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Functional, Mindful

The coffee smells wonderful. George Harrison is singing “My Sweet Lord” from the speaker over my right shoulder. Civilization, my coffee shop of choice today, is packed with people, some on devices, some not.

It’s cold out today, and the skies are deep grey with the snow it will gift us with later tonight. It reminds me of pictures of noon in areas near the North Pole, where the sun never rises fully or for long.

I am thinking about the new year, as is my way (and likely many other people) at this time.

I’m thinking about mindful versus functional.

That’s a little abstract. Let me unpack that.

My house is filled with a hodge-podge of functional furniture. None if it is particularly beautiful or expressive…I have end tables that keep lamps off the floor, and those lamps were purchased at this thrift store or that “antique” barn less for their aesthetic than for their ability to fit in my car at the time. There’s nothing wrong with functional per se, but as my wife and I look around, we both agree that we could do better. We could make the space more us, and also minimize stuff that doesn’t add a lot of value to our lives. Mindful selections that add value beyond function, as opposed to things I have because they are things I have.

I’ve begun to use that lens to explore other areas of my life as well. What relationships are functional, and which add value? What parts of my job merely pay the bills, and which make me feel like I am spending my time in a meaningful way? What informational inputs enrich my life, and which are simply noise I read/watch out of habit?

The word I usually see used to describe the sorting of valued pieces and those that can be less go is “Curation.” That’s feeling more important right now. As we make selections of new furniture for the house, we’re asking questions that I, personally, have never asked before about feeling and aesthetics in room composition. As I review my digital habits over the last year, I’m asking similar questions. What am I putting out into the world? What am I taking in from it? How does it affect me?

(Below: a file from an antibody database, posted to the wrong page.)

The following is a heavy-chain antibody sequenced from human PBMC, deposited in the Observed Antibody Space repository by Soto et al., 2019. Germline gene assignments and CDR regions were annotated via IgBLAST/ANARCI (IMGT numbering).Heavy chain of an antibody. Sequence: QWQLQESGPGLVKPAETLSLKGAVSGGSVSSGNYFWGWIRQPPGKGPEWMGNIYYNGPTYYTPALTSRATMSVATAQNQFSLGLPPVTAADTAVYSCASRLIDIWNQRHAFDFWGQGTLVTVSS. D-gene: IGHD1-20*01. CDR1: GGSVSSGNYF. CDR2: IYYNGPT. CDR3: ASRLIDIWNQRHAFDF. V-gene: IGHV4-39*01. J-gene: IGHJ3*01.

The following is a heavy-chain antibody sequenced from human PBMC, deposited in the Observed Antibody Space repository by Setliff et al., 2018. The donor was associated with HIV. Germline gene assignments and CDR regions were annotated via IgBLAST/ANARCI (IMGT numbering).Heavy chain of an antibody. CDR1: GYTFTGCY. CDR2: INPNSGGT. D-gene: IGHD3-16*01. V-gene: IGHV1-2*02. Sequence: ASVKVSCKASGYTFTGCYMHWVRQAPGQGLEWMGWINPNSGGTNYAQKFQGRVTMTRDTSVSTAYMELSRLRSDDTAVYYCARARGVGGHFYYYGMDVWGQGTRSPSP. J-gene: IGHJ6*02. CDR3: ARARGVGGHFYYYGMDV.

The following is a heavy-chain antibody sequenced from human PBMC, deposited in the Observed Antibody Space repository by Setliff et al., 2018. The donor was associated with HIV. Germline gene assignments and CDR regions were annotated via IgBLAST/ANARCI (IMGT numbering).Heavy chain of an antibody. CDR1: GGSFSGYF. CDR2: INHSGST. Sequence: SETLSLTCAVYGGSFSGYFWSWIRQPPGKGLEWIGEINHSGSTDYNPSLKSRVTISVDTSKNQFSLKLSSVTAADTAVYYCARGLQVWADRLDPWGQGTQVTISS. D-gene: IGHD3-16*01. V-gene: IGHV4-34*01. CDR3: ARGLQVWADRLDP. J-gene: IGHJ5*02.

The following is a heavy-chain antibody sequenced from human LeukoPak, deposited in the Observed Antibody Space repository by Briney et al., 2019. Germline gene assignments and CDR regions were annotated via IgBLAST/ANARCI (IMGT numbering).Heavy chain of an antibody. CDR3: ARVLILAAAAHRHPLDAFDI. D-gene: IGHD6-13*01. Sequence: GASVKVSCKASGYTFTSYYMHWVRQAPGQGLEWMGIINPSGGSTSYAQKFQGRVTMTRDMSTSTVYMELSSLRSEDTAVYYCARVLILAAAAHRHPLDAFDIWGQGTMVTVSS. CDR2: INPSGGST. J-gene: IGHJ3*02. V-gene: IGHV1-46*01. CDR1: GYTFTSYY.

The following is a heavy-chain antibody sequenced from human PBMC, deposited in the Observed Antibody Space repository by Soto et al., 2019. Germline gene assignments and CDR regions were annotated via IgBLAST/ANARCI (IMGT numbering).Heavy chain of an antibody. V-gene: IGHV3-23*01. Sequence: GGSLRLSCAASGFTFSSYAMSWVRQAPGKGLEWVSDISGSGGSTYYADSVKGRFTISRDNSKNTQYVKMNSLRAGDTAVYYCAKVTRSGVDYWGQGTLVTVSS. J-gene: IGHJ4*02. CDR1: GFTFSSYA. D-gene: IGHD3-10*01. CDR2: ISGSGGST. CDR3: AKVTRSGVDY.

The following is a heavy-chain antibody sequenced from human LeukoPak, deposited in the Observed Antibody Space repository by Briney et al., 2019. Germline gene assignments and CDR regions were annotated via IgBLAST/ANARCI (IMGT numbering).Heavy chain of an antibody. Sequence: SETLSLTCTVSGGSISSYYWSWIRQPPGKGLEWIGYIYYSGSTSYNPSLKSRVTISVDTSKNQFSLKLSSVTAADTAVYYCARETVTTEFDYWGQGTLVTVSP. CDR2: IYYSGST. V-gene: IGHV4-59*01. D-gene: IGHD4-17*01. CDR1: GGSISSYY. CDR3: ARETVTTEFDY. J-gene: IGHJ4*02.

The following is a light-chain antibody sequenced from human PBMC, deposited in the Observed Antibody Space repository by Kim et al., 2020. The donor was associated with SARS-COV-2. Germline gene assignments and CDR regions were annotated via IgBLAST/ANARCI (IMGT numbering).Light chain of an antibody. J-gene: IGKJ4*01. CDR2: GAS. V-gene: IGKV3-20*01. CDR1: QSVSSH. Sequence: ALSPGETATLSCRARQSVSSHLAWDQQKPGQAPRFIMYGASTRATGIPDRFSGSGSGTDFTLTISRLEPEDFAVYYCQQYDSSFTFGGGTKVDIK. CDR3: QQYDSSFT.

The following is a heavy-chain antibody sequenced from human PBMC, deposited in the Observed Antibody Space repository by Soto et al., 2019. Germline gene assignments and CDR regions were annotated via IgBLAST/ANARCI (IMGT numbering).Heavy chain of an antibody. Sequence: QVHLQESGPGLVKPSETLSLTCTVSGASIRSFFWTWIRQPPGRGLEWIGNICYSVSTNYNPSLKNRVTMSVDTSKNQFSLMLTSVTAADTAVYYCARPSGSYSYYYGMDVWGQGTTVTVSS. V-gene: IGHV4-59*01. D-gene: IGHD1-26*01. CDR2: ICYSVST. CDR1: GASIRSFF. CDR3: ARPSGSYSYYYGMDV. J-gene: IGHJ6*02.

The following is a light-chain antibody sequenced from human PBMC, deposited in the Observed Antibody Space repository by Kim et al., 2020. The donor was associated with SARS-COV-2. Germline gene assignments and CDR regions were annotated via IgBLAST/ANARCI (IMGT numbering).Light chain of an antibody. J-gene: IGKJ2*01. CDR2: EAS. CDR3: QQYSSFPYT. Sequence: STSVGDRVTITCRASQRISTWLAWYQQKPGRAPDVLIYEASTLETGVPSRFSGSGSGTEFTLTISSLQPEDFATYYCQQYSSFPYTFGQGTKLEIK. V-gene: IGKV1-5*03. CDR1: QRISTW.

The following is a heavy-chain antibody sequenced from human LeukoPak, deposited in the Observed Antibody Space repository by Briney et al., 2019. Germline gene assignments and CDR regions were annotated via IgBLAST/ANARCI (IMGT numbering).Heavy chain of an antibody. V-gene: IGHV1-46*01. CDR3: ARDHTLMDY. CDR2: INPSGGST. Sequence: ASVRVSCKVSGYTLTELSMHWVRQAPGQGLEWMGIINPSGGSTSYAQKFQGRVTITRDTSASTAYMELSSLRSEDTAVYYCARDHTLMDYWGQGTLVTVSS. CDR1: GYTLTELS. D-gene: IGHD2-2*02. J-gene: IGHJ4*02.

Anyone who has known me for a while knows of my difficulty dealing with social media noise. I get overwhelmed, and that leads me to take extreme actions (I’ve quit and returned to Twitter three times now, and the same with Facebook). The only way I’ve found to deal with the volume of input is to unfollow a great many of the people I am friends with and check in on them when I feel the desire to do so, instead of having their updates pushed at me every single day. It keeps me sane.

Curating that input has become very important to me. I get more value from my old RSS feeds than I do from the never ending stream of tweets, however, using lists on twitter allows me to mindfully check in on specific groups. As a result, I’m no longer drowning.

Curation. Mindful vs functional. It makes the prospect of reserving more private, isolated time look more attractive. Cal Newport wrote recently that “many of the best uses of the online world support better living offline.” That line hit home with me: I tend to use online things as pacifiers instead of filling my time with mindful work. Both are functional ways of filling time, but the latter is definitely more mindful. This coming year, I want to curate my time more thoroughly.

We have so many pressures upon us: which can we shed, which can we minimize, and which do we embrace because they make us better human beings? How do we make more time for empathy, compassion, connection, health, and personal growth? When I look around at all the bullshit that society/culture/other people/businesses/politicians want to embrace as the Most Important Things, I am blown away by how misaligned they are with what traditions/stories/maxims/philosophy have taught me over the years. It is at this point that I am reminded that, in the greater scheme for these others, I am a cog in the machine, a wallet to be fleeced, a resource to be used and discarded. The older values I treasure enrich me, these other things beggar me and make me feel less human and humane.

I don’t merely want to be functional. I want to be mindful. I can do, and deserve better, than what I have allowed myself over the years. I feel like that’s something worth working on in the new year.

“Love people, use things. Because the opposite never works.” – Joshua Fields Millburn

Published inMy Thoughts

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